For many years before and after the Affordable Care Act went into effect, many policy-types argued that its success or failure would depend on whether the "young invincibles" would sign up for health care insurance. The argument was that the system needed premiums from young people with few medical expenses in order to balance out the cost of providing care to less healthy people.
The problem with this story is that it is not just young people who have low medical expenses: most older people (pre-Medicare age) also have relatively low health care expenses. In fact, the older healthy people help the finances of the system more since the premiums for the 55 to 64 age bracket average three times the premiums of the youngest age bracket. If we have a healthy young person and a healthy old person, both of whom cost the system nothing, we are much better off if we can get three times the premium from the older person.
The Kaiser Family Foundation did a nice analysis of this issue a few years back showing that even extreme skewing of enrollment by age made relatively little difference to the finances of the system. On the other hand, skewing by health makes an enormous difference.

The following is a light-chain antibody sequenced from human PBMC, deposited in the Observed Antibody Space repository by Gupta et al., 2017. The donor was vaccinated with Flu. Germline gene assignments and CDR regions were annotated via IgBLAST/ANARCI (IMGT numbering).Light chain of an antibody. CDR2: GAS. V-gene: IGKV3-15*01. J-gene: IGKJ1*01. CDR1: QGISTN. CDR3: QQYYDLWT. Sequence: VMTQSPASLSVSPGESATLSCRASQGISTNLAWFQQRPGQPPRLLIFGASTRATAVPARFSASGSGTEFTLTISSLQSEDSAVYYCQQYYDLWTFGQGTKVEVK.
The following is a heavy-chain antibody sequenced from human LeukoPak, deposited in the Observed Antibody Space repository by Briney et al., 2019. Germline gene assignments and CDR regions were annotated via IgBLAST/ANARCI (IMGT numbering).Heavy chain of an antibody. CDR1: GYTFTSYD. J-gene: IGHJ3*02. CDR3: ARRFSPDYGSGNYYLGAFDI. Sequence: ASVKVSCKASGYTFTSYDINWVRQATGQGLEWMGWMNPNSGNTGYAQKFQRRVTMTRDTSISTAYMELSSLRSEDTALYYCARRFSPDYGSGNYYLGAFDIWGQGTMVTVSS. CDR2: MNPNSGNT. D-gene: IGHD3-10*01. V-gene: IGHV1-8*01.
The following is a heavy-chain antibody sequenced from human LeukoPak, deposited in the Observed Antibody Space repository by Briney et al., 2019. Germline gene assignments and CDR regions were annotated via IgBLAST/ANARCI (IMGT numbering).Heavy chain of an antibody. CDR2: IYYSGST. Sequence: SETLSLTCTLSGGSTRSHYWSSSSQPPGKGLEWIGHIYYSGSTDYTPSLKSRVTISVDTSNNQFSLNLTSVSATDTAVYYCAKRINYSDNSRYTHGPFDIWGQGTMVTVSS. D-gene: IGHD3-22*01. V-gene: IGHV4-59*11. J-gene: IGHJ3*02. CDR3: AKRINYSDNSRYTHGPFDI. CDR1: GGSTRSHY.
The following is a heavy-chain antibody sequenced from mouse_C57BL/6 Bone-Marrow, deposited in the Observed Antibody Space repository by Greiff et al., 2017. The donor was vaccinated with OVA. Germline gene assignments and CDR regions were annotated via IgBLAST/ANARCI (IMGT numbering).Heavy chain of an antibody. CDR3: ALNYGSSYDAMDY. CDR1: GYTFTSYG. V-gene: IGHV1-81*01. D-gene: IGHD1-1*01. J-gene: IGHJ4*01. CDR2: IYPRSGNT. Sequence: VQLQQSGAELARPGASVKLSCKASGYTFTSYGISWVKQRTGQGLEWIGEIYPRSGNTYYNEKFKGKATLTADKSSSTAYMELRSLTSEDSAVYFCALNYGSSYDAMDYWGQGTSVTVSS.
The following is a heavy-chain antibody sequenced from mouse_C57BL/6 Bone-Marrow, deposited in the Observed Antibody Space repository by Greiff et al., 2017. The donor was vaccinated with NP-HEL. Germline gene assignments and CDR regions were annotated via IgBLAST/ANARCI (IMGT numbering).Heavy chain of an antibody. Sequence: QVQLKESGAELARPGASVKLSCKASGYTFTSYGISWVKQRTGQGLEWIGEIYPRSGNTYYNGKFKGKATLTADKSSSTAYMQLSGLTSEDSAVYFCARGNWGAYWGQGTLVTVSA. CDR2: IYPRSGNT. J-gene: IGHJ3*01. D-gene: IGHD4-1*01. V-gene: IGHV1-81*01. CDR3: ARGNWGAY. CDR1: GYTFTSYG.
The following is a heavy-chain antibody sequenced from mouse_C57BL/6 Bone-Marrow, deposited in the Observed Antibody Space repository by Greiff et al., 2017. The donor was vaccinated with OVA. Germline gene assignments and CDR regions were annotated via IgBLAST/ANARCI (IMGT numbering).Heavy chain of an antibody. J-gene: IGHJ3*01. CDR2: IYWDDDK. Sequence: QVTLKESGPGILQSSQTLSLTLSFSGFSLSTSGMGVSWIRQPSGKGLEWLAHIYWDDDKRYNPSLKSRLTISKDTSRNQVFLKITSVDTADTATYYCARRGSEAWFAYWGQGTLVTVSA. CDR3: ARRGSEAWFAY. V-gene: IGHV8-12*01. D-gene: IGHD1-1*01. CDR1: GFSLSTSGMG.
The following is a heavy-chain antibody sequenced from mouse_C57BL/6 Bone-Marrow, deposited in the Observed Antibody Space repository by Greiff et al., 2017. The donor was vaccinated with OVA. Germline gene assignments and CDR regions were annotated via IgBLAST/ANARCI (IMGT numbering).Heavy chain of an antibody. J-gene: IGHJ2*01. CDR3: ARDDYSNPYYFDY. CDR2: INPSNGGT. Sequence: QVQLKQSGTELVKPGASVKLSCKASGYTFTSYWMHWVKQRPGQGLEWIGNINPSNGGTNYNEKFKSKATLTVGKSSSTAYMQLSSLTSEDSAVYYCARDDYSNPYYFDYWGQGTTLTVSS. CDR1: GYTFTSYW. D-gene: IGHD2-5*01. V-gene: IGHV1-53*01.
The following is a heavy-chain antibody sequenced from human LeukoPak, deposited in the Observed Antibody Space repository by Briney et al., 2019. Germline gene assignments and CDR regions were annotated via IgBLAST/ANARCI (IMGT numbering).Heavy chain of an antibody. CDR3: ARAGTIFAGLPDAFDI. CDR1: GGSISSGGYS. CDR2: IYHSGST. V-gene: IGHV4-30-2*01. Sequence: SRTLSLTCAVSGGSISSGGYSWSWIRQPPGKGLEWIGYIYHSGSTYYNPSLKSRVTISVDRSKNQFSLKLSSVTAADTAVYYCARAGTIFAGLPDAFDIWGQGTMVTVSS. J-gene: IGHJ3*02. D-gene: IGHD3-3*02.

Vox had a nice piece on the issue of the skewing of the patient pool in the context of President Trump's executive order allowing insurers to offer bare-bones plans that would only be attractive to healthy people. The piece pointed out that Tennessee already has a plan along the lines authorized by Trump and that it has pulled 23,000 people out of the exchanges. It points out that insurance premiums on the Tennessee exchange are among the highest in the country, presumably because more healthy people have been removed from the pool.
However, in making this case, it tells readers:
"Those 23,000 people buying the skimpier health plan are presumably younger and healthier."
While it is very likely that the people buying into the bare-bones plan offered in Tennessee are healthier than the population as a whole, there is no reason to assume they are younger. In fact, the older pre-Medicare age group may actually save more money from this plan than younger people.
So let's leave the age issue out of the discussion, it just generates needless confusion. To keep costs down an insurance pool needs healthy people, it doesn't matter how old they are.